Posted May 23, 2017
Last modified May 23, 2017
The parent company of the electric utility Emera Maine hopes to establish an undersea cable linking electricity generators in northern Maine, Newfoundland, Labrador and Nova Scotia with users in Massachusetts. The 350-mile-long cable would cross through the Gulf of Maine from Coleson Cove, just west of Saint John, New Brunswick, and make landfall in Massachusetts in either the Plymouth area south of Boston, or in the Lynn area, north of the city.
Emera Inc. will bid to provide the cable link, which is being sought by Massachusetts as part of a state-legislated mandate to bring some 1,200 megawatts of clean, renewable energy to users. Clean power is defined in the legislation as hydro, solar and land-based wind power.
A separate portion of the legislation calls for 1,600 megawatts of electricity to be generated through offshore wind turbines for Massachusetts users by 2027.
Gerald Weseen of Emera Inc. said the bidding period for the New Brunswick to Massachusetts cable—dubbed the Atlantic Link—opened in March and closes on July 27, and confirmed that his company plans on vying for the contract. Emera would not be among the firms generating the electricity. The undersea cable project is estimated to cost $2 billion, he said, and is expected to be in service by December 2022.
A map Emera uses to explain the project shows hydropower projects in Labrador linking with land-based wind power in Newfoundland, then transmitted to Nova Scotia via Emera’s “Maritime Link,” a 500-megawatt, 110-mile undersea cable that goes online this summer.
Land-based wind power in Nova Scotia, northern New Brunswick and northern Maine could contribute to the transmission, Weseen said, along with hydro power from New Brunswick.
“We think it makes a lot of sense,” he said of the initiative to connect renewable power with a high-demand market. Emera Inc. is reviewing proposals from land-based wind and hydro plants to provide electricity for the project.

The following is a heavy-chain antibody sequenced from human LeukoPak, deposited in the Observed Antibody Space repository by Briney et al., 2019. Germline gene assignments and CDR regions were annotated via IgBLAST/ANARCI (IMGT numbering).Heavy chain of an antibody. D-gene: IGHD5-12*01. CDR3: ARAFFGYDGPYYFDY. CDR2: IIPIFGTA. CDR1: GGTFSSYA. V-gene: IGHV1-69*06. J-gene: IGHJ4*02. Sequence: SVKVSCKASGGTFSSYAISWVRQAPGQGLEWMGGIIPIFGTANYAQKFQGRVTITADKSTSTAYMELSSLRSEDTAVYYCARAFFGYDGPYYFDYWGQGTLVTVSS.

The cable will be buried in a 3- to 5-foot-deep trench as it crosses the Gulf of Maine, Weseen said, using a “hydro plow,” a device that uses water jets to blow material off the bottom. In most instances, the debris then falls back over the cable, burying it.
“We’re looking for soft, muddy bottom,” he said, as the route is chosen. If burying is not an option in some areas, the cable will be laid into natural trenches or covered with rock or reinforced concrete.
Emera’s plan calls for two cables laid side by side, each with a circumference the approximate size of a two-liter soda bottle, he said. The cable will carry direct current, or DC electricity.
“It’s a very efficient way of moving high amounts of electricity over long distances,” Weseen said, and “is becoming the preferred mode for subsea cables.”
The route would be marked on navigation charts, he added.
“We have been meeting with (fish) harvesters in Maine, Massachusetts and New Brunswick,” Weseen said. “I was in Port Clyde, Orrs Island, Belfast,” he added, and plans to continue to meet with fishermen.
Two detailed surveys are underway for a potential route for the cable. A survey using a ship-towed sonar device is planned for 2018.
If Emera Inc. is the winning bidder, a host of regulatory hurdles must be cleared, including federal and provincial permits in Canada and federal and state approvals in the U.S.
For more information, see: atlanticlink.com